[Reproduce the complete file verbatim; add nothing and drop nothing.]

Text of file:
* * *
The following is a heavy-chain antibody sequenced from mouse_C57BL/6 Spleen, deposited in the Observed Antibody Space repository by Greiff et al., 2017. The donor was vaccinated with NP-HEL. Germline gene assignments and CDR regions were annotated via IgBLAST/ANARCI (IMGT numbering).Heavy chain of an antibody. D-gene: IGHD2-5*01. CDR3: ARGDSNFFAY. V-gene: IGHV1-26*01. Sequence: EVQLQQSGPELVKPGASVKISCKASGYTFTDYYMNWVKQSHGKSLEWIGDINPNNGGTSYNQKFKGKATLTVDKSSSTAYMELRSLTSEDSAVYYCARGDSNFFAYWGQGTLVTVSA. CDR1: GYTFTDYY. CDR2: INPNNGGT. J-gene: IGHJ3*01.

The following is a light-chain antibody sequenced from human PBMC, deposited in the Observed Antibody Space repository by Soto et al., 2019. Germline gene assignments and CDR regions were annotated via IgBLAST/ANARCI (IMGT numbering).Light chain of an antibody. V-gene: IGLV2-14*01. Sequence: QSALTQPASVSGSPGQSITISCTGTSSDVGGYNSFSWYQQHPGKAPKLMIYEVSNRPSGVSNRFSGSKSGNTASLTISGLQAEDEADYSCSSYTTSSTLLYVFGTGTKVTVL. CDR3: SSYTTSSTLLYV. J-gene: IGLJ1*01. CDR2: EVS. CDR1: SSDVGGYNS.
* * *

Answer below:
The following is a heavy-chain antibody sequenced from mouse_C57BL/6 Spleen, deposited in the Observed Antibody Space repository by Greiff et al., 2017. The donor was vaccinated with NP-HEL. Germline gene assignments and CDR regions were annotated via IgBLAST/ANARCI (IMGT numbering).Heavy chain of an antibody. D-gene: IGHD2-5*01. CDR3: ARGDSNFFAY. V-gene: IGHV1-26*01. Sequence: EVQLQQSGPELVKPGASVKISCKASGYTFTDYYMNWVKQSHGKSLEWIGDINPNNGGTSYNQKFKGKATLTVDKSSSTAYMELRSLTSEDSAVYYCARGDSNFFAYWGQGTLVTVSA. CDR1: GYTFTDYY. CDR2: INPNNGGT. J-gene: IGHJ3*01.

The following is a light-chain antibody sequenced from human PBMC, deposited in the Observed Antibody Space repository by Soto et al., 2019. Germline gene assignments and CDR regions were annotated via IgBLAST/ANARCI (IMGT numbering).Light chain of an antibody. V-gene: IGLV2-14*01. Sequence: QSALTQPASVSGSPGQSITISCTGTSSDVGGYNSFSWYQQHPGKAPKLMIYEVSNRPSGVSNRFSGSKSGNTASLTISGLQAEDEADYSCSSYTTSSTLLYVFGTGTKVTVL. CDR3: SSYTTSSTLLYV. J-gene: IGLJ1*01. CDR2: EVS. CDR1: SSDVGGYNS.